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All of the Premiere Ceremony performers and the host are nominated this year, as are most of the presenters. Afro-Peruvian Jazz Orchestra for Best Latin Jazz Album (Tradiciones); Aiko for Album Of The Year (Chilombo), Best R&B Performance (“Lightning & Thunder” featuring John Legend) and Best Progressive R&B Album (Chilombo); Alexa for Best Jazz Vocal Album (Ona); Beasley with Somi With Frankfurt Radio Big Band for Best Jazz Vocal Album (Holy Room: Live At Alte Oper), Best Large Jazz Ensemble Album (MONK’estra Plays John Beasley), Best Arrangement, Instrumental or A Cappella (“Donna Lee”) and Best Arrangement, Instrumentals and Vocals (“Asas Fechadas” with Maria Mendes); Burna Boy for Best Global Music Album (Twice As Tall); Burr for Best Comedy Album (Paper Tiger); Camilo for Best Latin Pop or Urban Album (Por Primera Vez); Carrington + Social Science for Best Jazz Instrumental Album (Waiting Game); Carter for Best Improvised Jazz Solo (“Pachamama”); Chika for Best New Artist; Desplat for Best Instrumental Composition (“Plumfield”); Gilberto for Best Global Music Album (Agora); Holmes for Best Traditional Blues Album (Cypress Grove); Infante for Best Regional Mexican Music Album (Including Tejano) (La Serenata); Jarosz for Best American Roots Song (“Hometown”), Best Americana Album (World On The Ground); Kilgore for Best Traditional R&B Performance (“Let Me Go”); Ledisi for Best Traditional R&B Performance (“Anything For You”); Levit for Best Classical Instrumental Solo (Beethoven: Complete Piano Sonatas); Mariachi Sol de Mexico de Jose Hernandez for Best Regional Mexican Music Album (Including Tejano) (Bailando Sones Y Huapangos Con Mariachi Sol De Mexico De Jose Hernandez); Morton for Best Gospel Album (Gospel According To PJ); Pimienta for Best Latin Rock or Alternative Album (Miss Colombia); Poppy for Best Metal Performance (“BLOODMONEY”); Porter for Best R&B Album (All Rise); Potter for Best Rock Performance (“Daylight”), Best Rock Album (Daylight); säje for Best Arrangement, Instruments and Vocals (“Desert Song”); Santaolalla with Bajofondo for Best Latin Rock or Alternative Album (Aura); Shankar for Best Global Music Album (Love Letters); Wainwright for Best Traditional Pop Vocal Album (Unfollow The Rules); and Washington for Best Score Soundtrack For Visual Media (Becoming).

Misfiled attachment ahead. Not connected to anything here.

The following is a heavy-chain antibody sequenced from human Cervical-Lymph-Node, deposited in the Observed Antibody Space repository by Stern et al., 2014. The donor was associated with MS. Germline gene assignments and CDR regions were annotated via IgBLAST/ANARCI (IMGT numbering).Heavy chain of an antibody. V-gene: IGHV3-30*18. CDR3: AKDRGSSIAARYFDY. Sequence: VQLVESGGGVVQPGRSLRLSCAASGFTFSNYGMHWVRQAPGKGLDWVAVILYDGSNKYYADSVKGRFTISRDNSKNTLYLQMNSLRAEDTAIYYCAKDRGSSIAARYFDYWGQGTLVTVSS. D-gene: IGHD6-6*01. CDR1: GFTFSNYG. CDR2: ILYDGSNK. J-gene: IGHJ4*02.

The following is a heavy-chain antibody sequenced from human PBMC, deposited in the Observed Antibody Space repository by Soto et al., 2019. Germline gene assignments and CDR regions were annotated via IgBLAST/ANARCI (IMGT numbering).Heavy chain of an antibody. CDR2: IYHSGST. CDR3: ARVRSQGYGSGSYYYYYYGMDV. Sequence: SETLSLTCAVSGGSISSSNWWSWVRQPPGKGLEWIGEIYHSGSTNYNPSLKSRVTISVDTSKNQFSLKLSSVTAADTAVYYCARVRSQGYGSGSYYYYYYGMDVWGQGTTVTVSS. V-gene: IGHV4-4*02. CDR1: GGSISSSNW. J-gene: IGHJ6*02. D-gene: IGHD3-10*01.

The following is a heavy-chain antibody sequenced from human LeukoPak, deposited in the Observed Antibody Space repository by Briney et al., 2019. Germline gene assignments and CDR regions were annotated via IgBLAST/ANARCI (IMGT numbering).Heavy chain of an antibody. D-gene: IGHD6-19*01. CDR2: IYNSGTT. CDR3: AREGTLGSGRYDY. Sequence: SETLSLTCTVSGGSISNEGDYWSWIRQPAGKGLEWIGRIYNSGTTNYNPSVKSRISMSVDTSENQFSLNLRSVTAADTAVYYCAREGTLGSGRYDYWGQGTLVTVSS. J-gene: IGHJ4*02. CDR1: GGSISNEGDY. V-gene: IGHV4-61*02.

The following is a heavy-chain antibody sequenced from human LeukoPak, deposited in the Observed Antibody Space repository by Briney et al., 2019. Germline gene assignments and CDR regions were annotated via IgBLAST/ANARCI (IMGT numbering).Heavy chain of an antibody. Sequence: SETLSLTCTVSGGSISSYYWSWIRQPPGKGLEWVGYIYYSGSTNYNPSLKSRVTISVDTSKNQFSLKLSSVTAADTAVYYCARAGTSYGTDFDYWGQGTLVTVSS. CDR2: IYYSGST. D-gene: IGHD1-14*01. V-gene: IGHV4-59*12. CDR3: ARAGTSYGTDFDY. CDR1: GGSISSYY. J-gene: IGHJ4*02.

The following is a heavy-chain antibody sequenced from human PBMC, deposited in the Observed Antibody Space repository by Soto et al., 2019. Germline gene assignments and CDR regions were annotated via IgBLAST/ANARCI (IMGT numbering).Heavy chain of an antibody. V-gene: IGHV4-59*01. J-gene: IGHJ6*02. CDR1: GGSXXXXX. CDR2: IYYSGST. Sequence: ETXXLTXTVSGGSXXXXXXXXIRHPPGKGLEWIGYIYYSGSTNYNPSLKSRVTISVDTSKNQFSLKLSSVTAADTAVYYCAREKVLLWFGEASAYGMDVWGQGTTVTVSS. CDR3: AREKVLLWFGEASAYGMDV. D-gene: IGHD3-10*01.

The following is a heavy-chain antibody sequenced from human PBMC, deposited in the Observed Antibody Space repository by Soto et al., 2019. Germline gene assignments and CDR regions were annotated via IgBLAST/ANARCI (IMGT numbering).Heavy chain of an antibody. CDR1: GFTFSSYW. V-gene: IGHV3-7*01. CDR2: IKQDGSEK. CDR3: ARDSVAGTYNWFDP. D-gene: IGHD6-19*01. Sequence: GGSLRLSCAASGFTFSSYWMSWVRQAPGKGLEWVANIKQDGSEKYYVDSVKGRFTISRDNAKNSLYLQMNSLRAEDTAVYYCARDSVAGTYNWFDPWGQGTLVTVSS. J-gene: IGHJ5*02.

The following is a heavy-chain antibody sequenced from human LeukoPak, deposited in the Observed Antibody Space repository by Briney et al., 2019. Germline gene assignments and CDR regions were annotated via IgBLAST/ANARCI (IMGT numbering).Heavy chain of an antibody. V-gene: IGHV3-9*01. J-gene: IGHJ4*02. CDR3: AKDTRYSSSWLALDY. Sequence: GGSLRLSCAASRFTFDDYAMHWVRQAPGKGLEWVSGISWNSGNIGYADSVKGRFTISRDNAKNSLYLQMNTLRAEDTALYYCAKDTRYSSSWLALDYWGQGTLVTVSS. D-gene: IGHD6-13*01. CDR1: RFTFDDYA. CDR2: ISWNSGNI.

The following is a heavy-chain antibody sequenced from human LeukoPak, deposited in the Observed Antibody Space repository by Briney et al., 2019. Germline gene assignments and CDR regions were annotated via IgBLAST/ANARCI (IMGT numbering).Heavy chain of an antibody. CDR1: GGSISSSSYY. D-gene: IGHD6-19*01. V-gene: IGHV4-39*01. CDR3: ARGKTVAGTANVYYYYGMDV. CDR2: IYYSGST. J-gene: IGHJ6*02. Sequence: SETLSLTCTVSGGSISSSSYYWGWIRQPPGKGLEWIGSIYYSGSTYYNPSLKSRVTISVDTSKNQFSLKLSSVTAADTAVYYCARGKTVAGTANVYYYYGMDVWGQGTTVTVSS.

Click the below to view the program book for the 63rd GRAMMY Awards Premiere Ceremony.

Given how this year has gone, perhaps you’re ready to fast-forward to 2021 (we’re almost there!). Beyond it no longer being 2020, next year has some other big things going for it, including Music’s Biggest Night, a.k.a. the 2021 GRAMMYs. Airing Sunday, March 14, 2021, on CBS, the 63rd GRAMMY Awards recognize excellence in music released in late 2019 and 2020. Hopefully, you’re as excited about the show as we are!